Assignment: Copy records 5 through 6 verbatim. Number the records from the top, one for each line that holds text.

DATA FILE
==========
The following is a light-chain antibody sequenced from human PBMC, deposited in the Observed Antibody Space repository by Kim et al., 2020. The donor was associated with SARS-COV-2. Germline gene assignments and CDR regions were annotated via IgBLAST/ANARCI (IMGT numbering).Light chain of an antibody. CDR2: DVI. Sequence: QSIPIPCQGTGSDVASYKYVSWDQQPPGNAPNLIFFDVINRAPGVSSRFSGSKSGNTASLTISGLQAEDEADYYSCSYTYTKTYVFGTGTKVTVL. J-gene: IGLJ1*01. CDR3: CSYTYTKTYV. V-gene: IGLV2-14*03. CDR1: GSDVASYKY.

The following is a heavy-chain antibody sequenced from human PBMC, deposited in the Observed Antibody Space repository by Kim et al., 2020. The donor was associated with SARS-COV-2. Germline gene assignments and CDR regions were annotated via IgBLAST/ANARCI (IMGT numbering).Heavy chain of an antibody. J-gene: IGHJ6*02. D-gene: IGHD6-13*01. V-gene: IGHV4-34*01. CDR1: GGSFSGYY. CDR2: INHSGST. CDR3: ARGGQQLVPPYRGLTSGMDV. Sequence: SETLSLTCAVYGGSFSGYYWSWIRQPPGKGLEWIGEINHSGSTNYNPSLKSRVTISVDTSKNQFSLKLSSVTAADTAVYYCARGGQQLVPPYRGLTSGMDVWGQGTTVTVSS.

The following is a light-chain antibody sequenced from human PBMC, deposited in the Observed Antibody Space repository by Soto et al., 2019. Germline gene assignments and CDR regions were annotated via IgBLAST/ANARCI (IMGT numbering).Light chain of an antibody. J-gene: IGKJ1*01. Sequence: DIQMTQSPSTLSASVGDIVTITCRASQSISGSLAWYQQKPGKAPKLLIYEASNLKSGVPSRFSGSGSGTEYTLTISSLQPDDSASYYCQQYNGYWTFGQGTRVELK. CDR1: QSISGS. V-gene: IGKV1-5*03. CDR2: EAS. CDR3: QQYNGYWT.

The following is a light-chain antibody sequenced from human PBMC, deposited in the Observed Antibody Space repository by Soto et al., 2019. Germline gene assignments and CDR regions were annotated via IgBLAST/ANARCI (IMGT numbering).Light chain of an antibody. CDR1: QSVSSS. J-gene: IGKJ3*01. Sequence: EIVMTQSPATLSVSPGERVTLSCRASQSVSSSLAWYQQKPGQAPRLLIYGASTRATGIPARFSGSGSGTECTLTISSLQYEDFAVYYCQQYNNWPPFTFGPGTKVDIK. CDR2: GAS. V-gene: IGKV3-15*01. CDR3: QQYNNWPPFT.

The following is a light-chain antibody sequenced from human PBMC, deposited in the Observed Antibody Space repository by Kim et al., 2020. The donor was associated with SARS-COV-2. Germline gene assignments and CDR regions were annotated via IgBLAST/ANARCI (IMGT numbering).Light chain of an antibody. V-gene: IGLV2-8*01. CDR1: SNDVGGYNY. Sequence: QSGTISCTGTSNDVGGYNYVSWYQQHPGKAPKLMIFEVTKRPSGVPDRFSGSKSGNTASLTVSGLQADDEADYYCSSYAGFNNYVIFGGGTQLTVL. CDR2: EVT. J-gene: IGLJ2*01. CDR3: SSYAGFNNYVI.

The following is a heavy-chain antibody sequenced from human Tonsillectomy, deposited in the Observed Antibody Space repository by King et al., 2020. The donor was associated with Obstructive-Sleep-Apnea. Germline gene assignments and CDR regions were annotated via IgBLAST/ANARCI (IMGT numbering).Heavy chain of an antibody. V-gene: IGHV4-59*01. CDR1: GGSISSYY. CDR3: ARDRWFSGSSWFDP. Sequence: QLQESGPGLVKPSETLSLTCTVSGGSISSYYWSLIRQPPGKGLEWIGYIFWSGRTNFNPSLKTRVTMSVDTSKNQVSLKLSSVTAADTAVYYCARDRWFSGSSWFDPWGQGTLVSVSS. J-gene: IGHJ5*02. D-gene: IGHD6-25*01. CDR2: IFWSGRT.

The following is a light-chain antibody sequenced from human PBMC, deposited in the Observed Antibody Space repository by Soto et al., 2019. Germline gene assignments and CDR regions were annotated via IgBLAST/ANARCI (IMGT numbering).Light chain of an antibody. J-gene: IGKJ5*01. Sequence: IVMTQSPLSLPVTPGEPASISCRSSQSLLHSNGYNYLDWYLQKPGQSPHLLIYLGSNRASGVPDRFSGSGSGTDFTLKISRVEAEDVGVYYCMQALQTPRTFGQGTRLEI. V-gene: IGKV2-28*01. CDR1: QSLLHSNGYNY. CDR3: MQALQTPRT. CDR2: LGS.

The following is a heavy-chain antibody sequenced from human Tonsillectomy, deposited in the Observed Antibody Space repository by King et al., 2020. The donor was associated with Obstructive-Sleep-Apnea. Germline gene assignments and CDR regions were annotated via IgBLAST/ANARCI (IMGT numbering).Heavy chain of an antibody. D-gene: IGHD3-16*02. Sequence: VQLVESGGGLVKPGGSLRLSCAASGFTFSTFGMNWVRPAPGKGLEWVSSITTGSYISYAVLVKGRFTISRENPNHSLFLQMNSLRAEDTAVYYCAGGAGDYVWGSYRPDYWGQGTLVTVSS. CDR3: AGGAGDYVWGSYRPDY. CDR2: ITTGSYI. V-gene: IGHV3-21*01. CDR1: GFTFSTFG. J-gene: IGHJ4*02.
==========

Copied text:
The following is a light-chain antibody sequenced from human PBMC, deposited in the Observed Antibody Space repository by Kim et al., 2020. The donor was associated with SARS-COV-2. Germline gene assignments and CDR regions were annotated via IgBLAST/ANARCI (IMGT numbering).Light chain of an antibody. V-gene: IGLV2-8*01. CDR1: SNDVGGYNY. Sequence: QSGTISCTGTSNDVGGYNYVSWYQQHPGKAPKLMIFEVTKRPSGVPDRFSGSKSGNTASLTVSGLQADDEADYYCSSYAGFNNYVIFGGGTQLTVL. CDR2: EVT. J-gene: IGLJ2*01. CDR3: SSYAGFNNYVI.

The following is a heavy-chain antibody sequenced from human Tonsillectomy, deposited in the Observed Antibody Space repository by King et al., 2020. The donor was associated with Obstructive-Sleep-Apnea. Germline gene assignments and CDR regions were annotated via IgBLAST/ANARCI (IMGT numbering).Heavy chain of an antibody. V-gene: IGHV4-59*01. CDR1: GGSISSYY. CDR3: ARDRWFSGSSWFDP. Sequence: QLQESGPGLVKPSETLSLTCTVSGGSISSYYWSLIRQPPGKGLEWIGYIFWSGRTNFNPSLKTRVTMSVDTSKNQVSLKLSSVTAADTAVYYCARDRWFSGSSWFDPWGQGTLVSVSS. J-gene: IGHJ5*02. D-gene: IGHD6-25*01. CDR2: IFWSGRT.